Impacts and adaptation options for estuarine vegetation in a large city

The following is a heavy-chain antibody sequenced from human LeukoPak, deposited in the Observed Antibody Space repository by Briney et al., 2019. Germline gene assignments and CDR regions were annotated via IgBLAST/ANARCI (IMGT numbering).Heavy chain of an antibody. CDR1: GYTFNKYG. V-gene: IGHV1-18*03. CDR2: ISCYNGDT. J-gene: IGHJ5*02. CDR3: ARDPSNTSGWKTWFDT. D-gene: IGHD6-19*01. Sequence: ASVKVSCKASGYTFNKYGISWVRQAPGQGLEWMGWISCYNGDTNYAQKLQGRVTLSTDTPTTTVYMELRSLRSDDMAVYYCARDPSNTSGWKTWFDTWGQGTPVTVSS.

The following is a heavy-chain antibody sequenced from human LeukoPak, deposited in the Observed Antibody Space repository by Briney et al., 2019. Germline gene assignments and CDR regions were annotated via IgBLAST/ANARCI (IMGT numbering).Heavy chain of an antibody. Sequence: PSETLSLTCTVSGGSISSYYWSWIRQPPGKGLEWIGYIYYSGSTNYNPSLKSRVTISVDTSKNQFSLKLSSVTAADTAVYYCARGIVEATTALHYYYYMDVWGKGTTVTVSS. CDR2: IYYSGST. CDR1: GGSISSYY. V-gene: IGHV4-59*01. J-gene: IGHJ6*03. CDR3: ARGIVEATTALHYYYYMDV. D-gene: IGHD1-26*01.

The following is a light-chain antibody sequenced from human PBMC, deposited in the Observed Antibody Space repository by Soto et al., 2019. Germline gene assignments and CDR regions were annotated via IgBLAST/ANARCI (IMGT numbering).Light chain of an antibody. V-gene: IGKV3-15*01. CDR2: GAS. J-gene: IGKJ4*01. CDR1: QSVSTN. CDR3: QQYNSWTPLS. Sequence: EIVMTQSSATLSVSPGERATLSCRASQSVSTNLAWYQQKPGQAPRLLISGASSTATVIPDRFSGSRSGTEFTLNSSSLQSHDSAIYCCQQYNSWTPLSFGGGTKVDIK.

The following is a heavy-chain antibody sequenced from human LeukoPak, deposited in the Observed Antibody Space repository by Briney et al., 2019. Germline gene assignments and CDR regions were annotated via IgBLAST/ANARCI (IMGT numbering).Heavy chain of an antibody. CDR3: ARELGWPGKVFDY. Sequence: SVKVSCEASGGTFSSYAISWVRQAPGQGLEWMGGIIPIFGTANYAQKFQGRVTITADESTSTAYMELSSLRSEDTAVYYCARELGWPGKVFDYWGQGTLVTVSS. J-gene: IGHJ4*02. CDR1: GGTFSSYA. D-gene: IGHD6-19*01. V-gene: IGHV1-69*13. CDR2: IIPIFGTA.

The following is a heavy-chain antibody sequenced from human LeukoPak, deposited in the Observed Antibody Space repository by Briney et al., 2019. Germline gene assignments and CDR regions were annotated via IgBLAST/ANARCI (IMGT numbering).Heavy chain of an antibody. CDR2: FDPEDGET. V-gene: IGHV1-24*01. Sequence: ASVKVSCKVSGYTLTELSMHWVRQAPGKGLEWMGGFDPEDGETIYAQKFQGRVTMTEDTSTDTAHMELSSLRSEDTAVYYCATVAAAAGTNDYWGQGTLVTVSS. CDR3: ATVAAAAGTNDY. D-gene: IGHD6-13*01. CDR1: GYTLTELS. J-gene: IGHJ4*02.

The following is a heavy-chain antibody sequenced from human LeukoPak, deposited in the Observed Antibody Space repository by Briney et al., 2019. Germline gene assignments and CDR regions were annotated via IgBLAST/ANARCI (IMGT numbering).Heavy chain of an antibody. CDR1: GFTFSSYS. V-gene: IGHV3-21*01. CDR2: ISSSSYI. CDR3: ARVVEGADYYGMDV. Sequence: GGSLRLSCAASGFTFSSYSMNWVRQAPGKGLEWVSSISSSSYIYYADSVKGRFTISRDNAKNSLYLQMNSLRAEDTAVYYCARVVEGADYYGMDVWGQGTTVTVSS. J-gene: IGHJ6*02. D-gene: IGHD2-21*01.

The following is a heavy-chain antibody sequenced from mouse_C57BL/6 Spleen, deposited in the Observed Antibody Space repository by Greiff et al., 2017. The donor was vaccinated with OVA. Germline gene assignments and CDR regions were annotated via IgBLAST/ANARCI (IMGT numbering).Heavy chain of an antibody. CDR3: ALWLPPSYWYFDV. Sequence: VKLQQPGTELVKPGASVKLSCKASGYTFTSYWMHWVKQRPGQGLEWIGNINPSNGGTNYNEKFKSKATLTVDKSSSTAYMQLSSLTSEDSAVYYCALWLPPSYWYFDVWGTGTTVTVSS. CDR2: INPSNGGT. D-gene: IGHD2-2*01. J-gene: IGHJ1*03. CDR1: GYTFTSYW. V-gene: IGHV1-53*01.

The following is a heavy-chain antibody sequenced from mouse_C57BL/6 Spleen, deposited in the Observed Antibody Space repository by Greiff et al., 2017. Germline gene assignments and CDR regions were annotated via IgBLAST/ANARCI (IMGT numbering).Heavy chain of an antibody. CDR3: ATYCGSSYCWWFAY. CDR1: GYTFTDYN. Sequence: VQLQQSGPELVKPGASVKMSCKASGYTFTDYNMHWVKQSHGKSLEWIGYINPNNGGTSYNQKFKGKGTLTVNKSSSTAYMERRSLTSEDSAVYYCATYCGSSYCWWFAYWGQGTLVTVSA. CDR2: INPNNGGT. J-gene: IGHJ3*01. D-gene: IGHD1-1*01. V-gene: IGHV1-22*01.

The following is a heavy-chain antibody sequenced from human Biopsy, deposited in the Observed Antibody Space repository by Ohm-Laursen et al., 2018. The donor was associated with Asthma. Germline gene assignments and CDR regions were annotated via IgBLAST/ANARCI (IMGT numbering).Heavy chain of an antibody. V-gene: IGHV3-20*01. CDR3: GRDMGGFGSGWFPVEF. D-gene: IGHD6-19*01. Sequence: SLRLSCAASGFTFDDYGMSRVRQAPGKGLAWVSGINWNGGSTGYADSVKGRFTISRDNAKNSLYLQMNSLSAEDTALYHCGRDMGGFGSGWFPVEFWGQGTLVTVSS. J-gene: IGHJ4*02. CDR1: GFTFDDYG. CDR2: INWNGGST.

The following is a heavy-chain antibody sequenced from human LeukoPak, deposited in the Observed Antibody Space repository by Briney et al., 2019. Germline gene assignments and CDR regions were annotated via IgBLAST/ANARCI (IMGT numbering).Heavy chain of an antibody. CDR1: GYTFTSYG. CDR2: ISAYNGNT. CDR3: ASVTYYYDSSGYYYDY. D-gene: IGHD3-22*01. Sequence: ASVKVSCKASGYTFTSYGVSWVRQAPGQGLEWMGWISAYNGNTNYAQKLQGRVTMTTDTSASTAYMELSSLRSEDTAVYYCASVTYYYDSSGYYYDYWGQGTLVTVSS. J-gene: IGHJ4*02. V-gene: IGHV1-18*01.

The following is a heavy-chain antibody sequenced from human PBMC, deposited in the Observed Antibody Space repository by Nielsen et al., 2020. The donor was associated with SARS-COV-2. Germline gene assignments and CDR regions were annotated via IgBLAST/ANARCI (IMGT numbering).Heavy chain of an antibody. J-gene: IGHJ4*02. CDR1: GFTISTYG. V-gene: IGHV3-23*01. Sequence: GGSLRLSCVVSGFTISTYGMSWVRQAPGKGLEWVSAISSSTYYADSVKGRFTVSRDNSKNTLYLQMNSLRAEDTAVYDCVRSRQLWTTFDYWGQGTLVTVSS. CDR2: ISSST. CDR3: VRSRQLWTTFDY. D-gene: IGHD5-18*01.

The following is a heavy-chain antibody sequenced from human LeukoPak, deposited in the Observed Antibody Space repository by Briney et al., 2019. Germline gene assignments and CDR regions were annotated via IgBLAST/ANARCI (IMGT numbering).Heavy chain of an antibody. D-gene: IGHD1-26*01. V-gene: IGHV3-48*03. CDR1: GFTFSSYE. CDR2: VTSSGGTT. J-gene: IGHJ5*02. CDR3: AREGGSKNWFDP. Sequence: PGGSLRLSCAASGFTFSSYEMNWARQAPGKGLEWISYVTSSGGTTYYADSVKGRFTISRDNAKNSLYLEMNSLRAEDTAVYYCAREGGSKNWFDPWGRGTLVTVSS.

Climate change adaptation options for natural systems are particularly challenging in high density urban settings. We model the vulnerability of estuarine vegetation (mangroves, saltmarshes and Casuarina forest) to sea-level rise in Australia's most populous city, Sydney, and conduct a detailed assessment of impacts and adaptation options for a densely urbanised estuary, the Cooks River. Our modelling demonstrates a range of opportunities for the preservation and, in some cases, expansion of estuarine vegetation area under sea-level rise, though this is largely dependent on the degree of flexibility applied in the management of existing open space. Mangrove area increases under a high sea-level rise scenario, more so than under a low sea-level rise scenario, due to opportunities for landward colonisation. However, this would require estuarine vegetation expansion and land-use conversion of recreational, industrial or private land. Sediment nourishment emerges as a potentially cost-efficient means of preserving wetlands. The mix of wetland types is likely to change without active management, with higher proportion of mangrove and substantially less saltmarsh under all scenarios. Implementation of living shorelines, as opposed to hard defensive structures, could be incentivised. This could be achieved by planning concessions, 'payment for ecosystem services' such as managing 'blue carbon' values, and zoning controls that promote visual amenity and ecological adaptation.